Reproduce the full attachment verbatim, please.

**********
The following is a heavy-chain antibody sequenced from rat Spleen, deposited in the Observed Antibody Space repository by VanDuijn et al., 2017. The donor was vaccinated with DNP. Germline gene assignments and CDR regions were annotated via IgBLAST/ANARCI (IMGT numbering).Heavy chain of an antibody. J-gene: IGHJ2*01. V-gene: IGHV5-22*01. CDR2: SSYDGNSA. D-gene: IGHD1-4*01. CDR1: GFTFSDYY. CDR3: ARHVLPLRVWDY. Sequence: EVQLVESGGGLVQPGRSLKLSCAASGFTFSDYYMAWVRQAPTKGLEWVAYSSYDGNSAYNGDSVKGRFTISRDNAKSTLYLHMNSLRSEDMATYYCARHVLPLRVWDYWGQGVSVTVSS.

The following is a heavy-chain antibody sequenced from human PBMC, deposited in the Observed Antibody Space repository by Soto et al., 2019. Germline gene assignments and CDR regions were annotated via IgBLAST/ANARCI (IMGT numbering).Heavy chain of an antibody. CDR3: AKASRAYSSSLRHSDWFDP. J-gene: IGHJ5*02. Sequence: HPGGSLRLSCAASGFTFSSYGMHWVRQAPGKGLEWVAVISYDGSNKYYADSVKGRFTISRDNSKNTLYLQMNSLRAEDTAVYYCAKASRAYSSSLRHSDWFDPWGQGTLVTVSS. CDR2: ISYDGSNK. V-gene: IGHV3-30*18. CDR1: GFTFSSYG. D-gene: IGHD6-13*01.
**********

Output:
The following is a heavy-chain antibody sequenced from rat Spleen, deposited in the Observed Antibody Space repository by VanDuijn et al., 2017. The donor was vaccinated with DNP. Germline gene assignments and CDR regions were annotated via IgBLAST/ANARCI (IMGT numbering).Heavy chain of an antibody. J-gene: IGHJ2*01. V-gene: IGHV5-22*01. CDR2: SSYDGNSA. D-gene: IGHD1-4*01. CDR1: GFTFSDYY. CDR3: ARHVLPLRVWDY. Sequence: EVQLVESGGGLVQPGRSLKLSCAASGFTFSDYYMAWVRQAPTKGLEWVAYSSYDGNSAYNGDSVKGRFTISRDNAKSTLYLHMNSLRSEDMATYYCARHVLPLRVWDYWGQGVSVTVSS.

The following is a heavy-chain antibody sequenced from human PBMC, deposited in the Observed Antibody Space repository by Soto et al., 2019. Germline gene assignments and CDR regions were annotated via IgBLAST/ANARCI (IMGT numbering).Heavy chain of an antibody. CDR3: AKASRAYSSSLRHSDWFDP. J-gene: IGHJ5*02. Sequence: HPGGSLRLSCAASGFTFSSYGMHWVRQAPGKGLEWVAVISYDGSNKYYADSVKGRFTISRDNSKNTLYLQMNSLRAEDTAVYYCAKASRAYSSSLRHSDWFDPWGQGTLVTVSS. CDR2: ISYDGSNK. V-gene: IGHV3-30*18. CDR1: GFTFSSYG. D-gene: IGHD6-13*01.